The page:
The Secret to Shedding

summer reading with dog

Ah, summer. Snow cones, road trips, sandy beaches, sunglasses, and...clumps of dog hair? Warm weather brings lots of changes, and your dog's coat is no exception! But have you ever wondered why (oh why!) your dog sheds SO much? And what do you do with all of that hair? Shave your dog down for the summer? Avoid public outings until your dog doesn't look so mangy? Take out the leaf blower and create a summertime hair-blizzard? Here are some tips for taming your dog's wild summer locks! 

 

german shepherd

Many dog breeds have a dense undercoat (also called "double coats") that play a vital role in body temperature regulation. This fur is much different from the hair that you feel when you pet your dog. Undercoats lay closest to your dog's skin, allowing the longer, more coarse hair to grow on top. Breeds commonly associated with double coats are: 

- Akitas
- Huskies 
- German Shepherds
- Shelties 
- Great Pyrenees 
- Australian Shepherds 
- Sheba Inus 
- Many Terrier Breeds  

 

dogs playing in water

In the winter, your dog's undercoat is at its thickest, providing warm insulation from the cold. In the summer, dogs shed the majority of their undercoat, leaving just enough to block the sun's harmful rays and provide air circulation to their skin. Many dogs shed their undercoats in large clumps that may resemble cotton balls, pom poms, small Pomeranians, cotton candy...you get the picture! This may be a bit shocking to first time pet owners, but rest assured, it is totally normal! Unless your dog has actual bald patches (where you see exposed skin), this routine shedding means they are gearing up for the warmer weather ahead! 

 

dog hair

So, what to do with all of this hair? Your first instinct may be to call the groomer, or bust out the clippers to shave your dog down and spare them (and yourself!) the embarrassment of hair rolling across the room in tufts. RESIST THIS URGE! Shaving your dog may seem like it would keep them cooler, but it actually inhibits the natural cooling effects of their undercoats by causing it to lie much too close to the skin. The bottom layer of fur lifts away from your dog's skin when it is thinned out, and holds the top coat up so that air can circulate to the skin. This is especially important for dogs that spend the majority of their time outdoors.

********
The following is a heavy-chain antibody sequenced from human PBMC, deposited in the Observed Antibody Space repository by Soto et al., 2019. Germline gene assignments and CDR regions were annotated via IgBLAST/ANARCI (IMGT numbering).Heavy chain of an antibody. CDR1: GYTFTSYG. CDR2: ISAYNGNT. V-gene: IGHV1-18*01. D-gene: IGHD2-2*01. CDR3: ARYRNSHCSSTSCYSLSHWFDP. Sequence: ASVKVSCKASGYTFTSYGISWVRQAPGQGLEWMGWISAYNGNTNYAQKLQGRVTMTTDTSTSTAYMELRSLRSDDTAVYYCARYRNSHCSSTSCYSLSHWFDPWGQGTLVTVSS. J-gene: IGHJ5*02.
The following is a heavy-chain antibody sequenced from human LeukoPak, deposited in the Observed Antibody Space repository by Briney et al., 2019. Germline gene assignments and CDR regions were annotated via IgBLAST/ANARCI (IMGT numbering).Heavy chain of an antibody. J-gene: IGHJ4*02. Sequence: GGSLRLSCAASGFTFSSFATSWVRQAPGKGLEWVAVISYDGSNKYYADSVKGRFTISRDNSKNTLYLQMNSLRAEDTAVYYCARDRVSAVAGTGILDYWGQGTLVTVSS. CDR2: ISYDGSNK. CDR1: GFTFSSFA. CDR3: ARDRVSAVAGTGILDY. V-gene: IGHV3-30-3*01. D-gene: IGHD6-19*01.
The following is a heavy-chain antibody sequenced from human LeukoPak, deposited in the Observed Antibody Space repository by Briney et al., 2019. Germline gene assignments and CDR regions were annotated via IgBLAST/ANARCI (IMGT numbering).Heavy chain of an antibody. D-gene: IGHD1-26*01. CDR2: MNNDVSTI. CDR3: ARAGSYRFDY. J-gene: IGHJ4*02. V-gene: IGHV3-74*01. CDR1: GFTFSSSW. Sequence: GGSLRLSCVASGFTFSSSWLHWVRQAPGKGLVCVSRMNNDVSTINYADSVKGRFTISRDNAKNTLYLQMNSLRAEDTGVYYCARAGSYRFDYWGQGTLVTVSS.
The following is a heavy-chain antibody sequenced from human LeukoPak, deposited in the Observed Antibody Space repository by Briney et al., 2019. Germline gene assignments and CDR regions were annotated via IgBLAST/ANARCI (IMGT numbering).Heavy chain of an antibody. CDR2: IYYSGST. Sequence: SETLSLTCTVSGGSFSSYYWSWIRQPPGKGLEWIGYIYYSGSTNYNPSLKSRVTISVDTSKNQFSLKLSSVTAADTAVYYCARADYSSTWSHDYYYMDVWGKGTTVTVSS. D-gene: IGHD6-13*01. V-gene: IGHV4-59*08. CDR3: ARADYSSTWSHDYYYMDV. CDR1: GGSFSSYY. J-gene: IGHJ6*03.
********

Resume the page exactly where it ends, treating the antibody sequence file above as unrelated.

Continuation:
dog brush

A much better approach to helping your dog look presentable and keep cool is to help them thin their undercoat. When you first notice your dog start to get that mottled/clumpy/what-is-happening-to-your-coat look, it's time to break out the brush! Frequent brushing will cut down on the amount of hair rolling across your floors, and will help your dog feel cooler faster. Special brushes and combs are designed specifically for dogs with double coats. Daily brushing will also help avoid painful matting (clumps of hair that meld together, often resembling a dreadlock), along with promoting healthy hair growth. Bonus tip: wild birds LOVE using your dog's fluffy hair for their nests! Be sure to leave some outside for them to repurpose! Here are some other ideas for repurposing dog hair: https://www.akc.org/expert-advice/lifestyle/things-you-can-do-with-dog-fur/

 

dog grooming tools

Feeling overwhelmed with the amount of hair your dog is shedding? You're not alone! Call the groomer to help bathe and "blow out" your dog's coat. Groomers have all of the special tools to take care of your dog's double coat, and heavy duty vacuums to contain the fluff! Your dog will probably continue to shed, but it will give you a head start on proper coat maintenance. 

 

brushing dog

Double coated dogs may require more grooming than most breeds in the summer, but with the right care, your dog's lucious locks will be silky smooth and performing at their best!